You may be able to obtain compensation for construction defects like foundation cracks and leaking roofs.
If you purchased a property and later discovered problems like cracks in the foundation or a leaking roof you probably experienced a sinking feeling that you could be in trouble. How serious is the problem? Is the damage going to get worse? Who is responsible for paying for the repairs? This article will provide a brief overview of some of the more common construction defects as well as discuss who is responsible for the cost of damages and repairs.
Types of construction defects
Some of the most common construction defects in both residential and commercial properties relate to foundations and roofs. Sometimes the defects may be obvious with visible cracks in the foundation or a leaking roof, but others may go unnoticed for long periods of time until significant damage occurs.
Foundation and slab cracks
Cracks in the foundations or slabs (the thick concrete under the floor) are a common problem throughout California. These may indicate a serious issue related to the structural integrity of the home or building.
Frequently, unstable soil may cause building movement which in turn results in cracking. Native soil in southern California soil is expansive, meaning it swells with water (for example clay soil). When the soil is saturated from large amounts of water (due to rainfall or the watering of landscaping), the soil can expand to the degree that it actually shifts the structure.
Another potential cause of structure movement is the use of both native soil and fill soil (soil used to create a flat surface) as the building pad. The fill soil may settle but the native soil remains in place, ultimately resulting in cracks in the slab and foundation.
Roofing defects may be caused by improper installation or defective materials. Aside from obvious leaks, symptoms of roofing problems include backed up gutters, missing or cracked shingles and cracked paint on the inside ceiling.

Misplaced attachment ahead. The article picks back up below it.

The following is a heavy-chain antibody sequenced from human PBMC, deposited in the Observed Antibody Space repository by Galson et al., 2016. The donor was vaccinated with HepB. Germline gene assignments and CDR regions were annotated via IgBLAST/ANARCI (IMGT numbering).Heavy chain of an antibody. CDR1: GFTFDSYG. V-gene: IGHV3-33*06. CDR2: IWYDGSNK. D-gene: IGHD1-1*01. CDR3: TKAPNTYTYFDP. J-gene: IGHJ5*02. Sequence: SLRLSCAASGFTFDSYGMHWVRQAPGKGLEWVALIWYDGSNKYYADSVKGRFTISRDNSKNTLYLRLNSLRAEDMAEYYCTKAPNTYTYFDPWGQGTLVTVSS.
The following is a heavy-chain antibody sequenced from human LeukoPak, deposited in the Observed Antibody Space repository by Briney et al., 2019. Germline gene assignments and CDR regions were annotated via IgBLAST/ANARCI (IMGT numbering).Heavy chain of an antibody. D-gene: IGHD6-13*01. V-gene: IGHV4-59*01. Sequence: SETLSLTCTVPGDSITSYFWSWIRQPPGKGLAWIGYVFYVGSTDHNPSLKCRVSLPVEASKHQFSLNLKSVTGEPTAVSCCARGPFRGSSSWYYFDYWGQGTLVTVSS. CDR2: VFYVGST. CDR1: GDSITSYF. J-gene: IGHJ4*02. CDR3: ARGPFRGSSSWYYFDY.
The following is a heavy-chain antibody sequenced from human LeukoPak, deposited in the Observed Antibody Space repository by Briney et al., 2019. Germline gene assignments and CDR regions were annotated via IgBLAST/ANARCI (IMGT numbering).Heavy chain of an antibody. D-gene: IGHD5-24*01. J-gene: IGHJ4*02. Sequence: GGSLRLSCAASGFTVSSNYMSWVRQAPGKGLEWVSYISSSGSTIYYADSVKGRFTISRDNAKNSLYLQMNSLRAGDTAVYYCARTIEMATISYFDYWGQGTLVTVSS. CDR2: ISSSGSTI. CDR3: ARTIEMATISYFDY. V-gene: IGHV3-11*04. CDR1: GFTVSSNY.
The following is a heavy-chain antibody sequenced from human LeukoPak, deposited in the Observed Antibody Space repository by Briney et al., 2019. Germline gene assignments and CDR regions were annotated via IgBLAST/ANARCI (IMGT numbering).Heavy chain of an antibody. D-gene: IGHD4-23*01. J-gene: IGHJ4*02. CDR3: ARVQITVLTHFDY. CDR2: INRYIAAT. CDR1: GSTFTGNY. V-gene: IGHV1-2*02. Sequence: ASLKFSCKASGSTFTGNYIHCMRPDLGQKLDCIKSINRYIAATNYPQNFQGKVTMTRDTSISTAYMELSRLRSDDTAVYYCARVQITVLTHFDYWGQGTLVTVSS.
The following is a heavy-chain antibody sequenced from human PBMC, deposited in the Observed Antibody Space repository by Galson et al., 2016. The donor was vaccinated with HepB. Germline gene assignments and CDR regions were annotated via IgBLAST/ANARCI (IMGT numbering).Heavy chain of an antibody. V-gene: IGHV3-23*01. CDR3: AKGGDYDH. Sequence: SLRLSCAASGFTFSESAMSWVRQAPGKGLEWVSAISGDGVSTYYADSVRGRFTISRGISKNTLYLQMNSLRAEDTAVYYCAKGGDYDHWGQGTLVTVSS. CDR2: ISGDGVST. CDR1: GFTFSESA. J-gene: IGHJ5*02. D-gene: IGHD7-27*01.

Responsibility for damages and repair
Foundation cracks or leaking roofs may indicate serious builder negligence. Sellers also have a responsibility to disclose known defects to buyers. If a buyer can prove that a seller knew or should have known about a construction defect at the time of sale there is a good chance the seller will have to pay damages or reverse the sales contract.
There are different statues of limitations for filing construction defect claims depending on whether a defect is considered patent or latent. A patent defect is readily discoverable by a reasonable inspection whereas a latent defect is hidden. There are also differences depending on whether there was willful misconduct or fraudulent concealment.
Consult an attorney
It is not always clear who is liable for costs stemming from a construction defect and when a claim needs to be filed. An experienced attorney can provide more information about who is legally responsible for repairs and damages based on the specific circumstances. San Diego attorney Bryan Snyder has focused his practice on construction law. If you are dealing with a construction defect he can provide advice tailored to your unique situation and advocate on your behalf.